The FAA has approved several alternate methods of compliance (AMOCs) for the airworthiness directive (AD) issued June 6 that affects certain NavWorx Inc. universal access transceivers (UATs). The UATs provide Automatic Dependent Surveillance-Broadcast (ADS-B) Out and In on 978 MHz. By Jan. 11, 2018, owners of aircraft with the affected UATs must disable the unit; modify the software, which makes the unit noncompliant with the FAA’s 2020 ADS-B Out mandate; or couple the UAT to an approved GPS position source.
What is an AMOC for an AD? The FAA can approve different techniques or approaches to correct an unsafe condition on an aircraft or aircraft product, in addition to remedies that are specified in the AD itself. In the case of the NavWorx AD, the agency has issued global AMOCs—also known as “AMOCs of general applicability”—that are available to any affected aircraft owner who meets the requirements of the AMOC. These AMOCs cover the Garmin GTN 650 and GTN 750 series, GNS 430W and GNS 530W series, and GNS 480 WAAS GPS position sources.
“I had never heard of an AMOC before,” Leffler continued. “It was clearly synergistic once we all knew about each other. But it wasn’t rocket science.” He and Capen simply picked up their phones and called the guy whose name was at the bottom of the AD’s final rule. Leffler said the FAA was very helpful in guiding the three owners through the AMOC process.
The fact that all three position sources already were approved as part of other manufacturers’ ADS-B solutions made the process easier, Leffler said. Each had to conduct flights to validate his position source—Leffler in his Van's Aircraft RV-10, Capen in his RV-6, and Yoder in his Beech Debonair—and obtain public ADS-B performance reports, then submit them along with the appropriate installation schematic from the NavWorx installation manual. “The how part—other than it took six or eight weeks—was pretty simple. I submitted the report and they accepted it.”
Why did they make the effort? “We didn’t have a clear idea of where this was going to end up,” Leffler explained. They thought the UAT was a good product, but with little communication from NavWorx, they were concerned they might not be able to use their units after the final rule’s Jan. 11, 2018, deadline.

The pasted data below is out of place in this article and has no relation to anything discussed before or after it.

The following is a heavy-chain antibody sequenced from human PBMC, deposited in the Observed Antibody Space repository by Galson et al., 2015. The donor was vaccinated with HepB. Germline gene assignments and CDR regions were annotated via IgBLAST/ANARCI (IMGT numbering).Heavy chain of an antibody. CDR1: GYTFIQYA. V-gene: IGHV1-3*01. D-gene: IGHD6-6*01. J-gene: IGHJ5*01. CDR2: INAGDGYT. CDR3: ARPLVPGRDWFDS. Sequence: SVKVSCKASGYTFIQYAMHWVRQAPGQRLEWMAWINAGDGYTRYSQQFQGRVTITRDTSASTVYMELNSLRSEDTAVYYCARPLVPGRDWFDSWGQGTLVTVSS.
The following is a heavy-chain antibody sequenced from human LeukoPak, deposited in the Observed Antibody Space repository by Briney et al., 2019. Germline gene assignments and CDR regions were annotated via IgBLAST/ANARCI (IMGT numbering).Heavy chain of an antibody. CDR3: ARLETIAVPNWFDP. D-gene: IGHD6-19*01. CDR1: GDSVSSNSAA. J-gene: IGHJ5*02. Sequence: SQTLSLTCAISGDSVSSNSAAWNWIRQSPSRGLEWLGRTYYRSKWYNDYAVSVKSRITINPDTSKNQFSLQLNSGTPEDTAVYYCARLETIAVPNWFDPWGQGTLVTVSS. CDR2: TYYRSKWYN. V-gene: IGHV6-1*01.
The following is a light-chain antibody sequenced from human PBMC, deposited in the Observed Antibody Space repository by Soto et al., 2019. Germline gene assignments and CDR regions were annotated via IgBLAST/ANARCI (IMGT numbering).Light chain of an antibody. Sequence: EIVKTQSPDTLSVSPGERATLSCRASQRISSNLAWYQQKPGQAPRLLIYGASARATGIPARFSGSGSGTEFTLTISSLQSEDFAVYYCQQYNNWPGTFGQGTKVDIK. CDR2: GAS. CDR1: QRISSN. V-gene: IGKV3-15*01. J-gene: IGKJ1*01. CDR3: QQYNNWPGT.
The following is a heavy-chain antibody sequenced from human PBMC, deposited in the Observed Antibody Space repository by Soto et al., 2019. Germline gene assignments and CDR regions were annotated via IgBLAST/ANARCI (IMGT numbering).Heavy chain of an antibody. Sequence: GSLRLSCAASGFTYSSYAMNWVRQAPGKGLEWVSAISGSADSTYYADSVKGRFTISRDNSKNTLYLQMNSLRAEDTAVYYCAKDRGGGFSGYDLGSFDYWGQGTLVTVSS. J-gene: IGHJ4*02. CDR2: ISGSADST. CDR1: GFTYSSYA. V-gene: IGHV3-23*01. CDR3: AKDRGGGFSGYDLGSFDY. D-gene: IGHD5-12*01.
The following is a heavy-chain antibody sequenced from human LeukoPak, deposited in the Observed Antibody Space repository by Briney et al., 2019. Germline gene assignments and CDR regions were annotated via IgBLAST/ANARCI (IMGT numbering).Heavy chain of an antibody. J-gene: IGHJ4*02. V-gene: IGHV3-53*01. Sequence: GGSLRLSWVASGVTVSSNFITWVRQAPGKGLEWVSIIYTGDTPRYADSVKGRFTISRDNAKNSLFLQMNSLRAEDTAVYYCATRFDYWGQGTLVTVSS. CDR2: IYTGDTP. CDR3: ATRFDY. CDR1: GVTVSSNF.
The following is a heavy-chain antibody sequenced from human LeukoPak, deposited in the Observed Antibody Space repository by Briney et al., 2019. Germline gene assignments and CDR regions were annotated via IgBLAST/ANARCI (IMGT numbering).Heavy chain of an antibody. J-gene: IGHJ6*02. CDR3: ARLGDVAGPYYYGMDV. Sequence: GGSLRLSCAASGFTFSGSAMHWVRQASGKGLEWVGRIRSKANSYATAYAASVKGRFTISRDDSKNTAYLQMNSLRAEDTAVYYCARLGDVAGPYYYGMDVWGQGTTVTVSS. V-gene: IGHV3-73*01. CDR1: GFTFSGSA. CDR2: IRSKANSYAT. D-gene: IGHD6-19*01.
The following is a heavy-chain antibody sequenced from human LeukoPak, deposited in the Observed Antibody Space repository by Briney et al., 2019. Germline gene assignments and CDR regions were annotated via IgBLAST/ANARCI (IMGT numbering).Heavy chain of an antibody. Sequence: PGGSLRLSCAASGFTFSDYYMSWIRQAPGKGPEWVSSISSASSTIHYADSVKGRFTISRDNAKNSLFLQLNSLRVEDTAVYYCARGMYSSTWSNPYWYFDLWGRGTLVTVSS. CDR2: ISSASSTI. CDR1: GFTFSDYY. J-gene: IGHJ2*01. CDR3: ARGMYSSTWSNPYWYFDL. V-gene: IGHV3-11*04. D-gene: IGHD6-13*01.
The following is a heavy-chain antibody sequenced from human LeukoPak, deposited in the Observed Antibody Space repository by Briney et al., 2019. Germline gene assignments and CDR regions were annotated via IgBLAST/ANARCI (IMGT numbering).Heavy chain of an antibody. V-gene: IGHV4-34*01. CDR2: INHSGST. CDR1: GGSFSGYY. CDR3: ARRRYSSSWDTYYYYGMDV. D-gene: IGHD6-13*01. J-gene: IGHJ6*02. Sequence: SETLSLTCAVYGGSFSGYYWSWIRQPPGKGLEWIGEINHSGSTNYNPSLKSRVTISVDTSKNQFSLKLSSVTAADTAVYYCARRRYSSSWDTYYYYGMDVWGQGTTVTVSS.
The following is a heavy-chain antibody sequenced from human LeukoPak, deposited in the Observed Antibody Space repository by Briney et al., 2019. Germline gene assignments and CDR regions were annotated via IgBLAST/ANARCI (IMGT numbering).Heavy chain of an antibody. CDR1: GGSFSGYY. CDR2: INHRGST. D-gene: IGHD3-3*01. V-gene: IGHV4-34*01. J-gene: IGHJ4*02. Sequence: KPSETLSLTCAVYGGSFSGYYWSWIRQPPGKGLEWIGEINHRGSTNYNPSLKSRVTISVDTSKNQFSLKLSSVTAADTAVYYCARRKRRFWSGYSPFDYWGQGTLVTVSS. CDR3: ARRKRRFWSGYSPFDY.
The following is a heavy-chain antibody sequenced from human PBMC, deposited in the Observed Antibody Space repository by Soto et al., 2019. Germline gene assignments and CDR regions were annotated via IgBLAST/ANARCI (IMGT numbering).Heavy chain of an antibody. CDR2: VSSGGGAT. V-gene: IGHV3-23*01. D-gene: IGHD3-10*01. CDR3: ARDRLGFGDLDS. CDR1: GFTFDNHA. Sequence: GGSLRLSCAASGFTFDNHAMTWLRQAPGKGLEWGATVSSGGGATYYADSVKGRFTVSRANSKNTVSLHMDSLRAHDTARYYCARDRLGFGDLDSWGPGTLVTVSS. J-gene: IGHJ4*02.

Leffler said that some additional Garmin position sources in the GNS 400-500 and GTX 650-750 families were requested, but omitted from the AMOCs; he expects the FAA to add them.
Before a private operator can utilize one of the AMOCs, he or she must notify the manager of his or her local FAA fight standards district office. When Capen called his FSDO, he was asked to write a cover letter indicating that he wished to use the AMOC and include the N-number, make, and model of the aircraft, as well as a picture of the placard required by the AMOC. He was told that he will receive an approval letter allowing him to operate under the AMOC. Another FSDO might have different requirements.
NavWorx President Bill Moffitt told AOPA Aug. 15 that the company expects FAA approval of its new internal position source this week. “In addition, we have applied for a global AMOC that covers the new source, as well as the Garmin WAAS sources, and in addition the Avidyne IFD products,” Moffitt said. “We expect the global AMOC to be issued this week as well.”
The FAA rebate office has said that aircraft owners who install NavWorx UATs with part number 200-0012 or 200-0013 can apply for a $500 ADS-B Out rebate if they comply with AD 2017-11-11.
“If you purchased and installed a NavWorx unit after September 18, 2016, the ADS-B Rebate Program will allow aircraft owners, who intend to comply with section (e)(1)(iv) of this AD, or use an FAA-approved Alternative Method of Compliance, to apply for a rebate,” reads an FAQ on the FAA’s ADS-B rebate website. Applicants will have to provide such documentation as purchase receipts, Form 337, and AMOC authorization letter, as appropriate, before the rebate claim can be approved. For additional questions or assistance, email the ADS-B Rebate Program.